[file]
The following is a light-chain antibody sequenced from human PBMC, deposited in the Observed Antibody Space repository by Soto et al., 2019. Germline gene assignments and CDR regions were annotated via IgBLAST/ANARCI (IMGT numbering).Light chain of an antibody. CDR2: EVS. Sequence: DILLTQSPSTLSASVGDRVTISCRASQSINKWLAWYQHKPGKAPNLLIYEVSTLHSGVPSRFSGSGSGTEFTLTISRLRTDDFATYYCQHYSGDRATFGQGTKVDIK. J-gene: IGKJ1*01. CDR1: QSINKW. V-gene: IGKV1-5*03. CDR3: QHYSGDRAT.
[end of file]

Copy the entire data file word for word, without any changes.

The following is a light-chain antibody sequenced from human PBMC, deposited in the Observed Antibody Space repository by Soto et al., 2019. Germline gene assignments and CDR regions were annotated via IgBLAST/ANARCI (IMGT numbering).Light chain of an antibody. CDR2: EVS. Sequence: DILLTQSPSTLSASVGDRVTISCRASQSINKWLAWYQHKPGKAPNLLIYEVSTLHSGVPSRFSGSGSGTEFTLTISRLRTDDFATYYCQHYSGDRATFGQGTKVDIK. J-gene: IGKJ1*01. CDR1: QSINKW. V-gene: IGKV1-5*03. CDR3: QHYSGDRAT.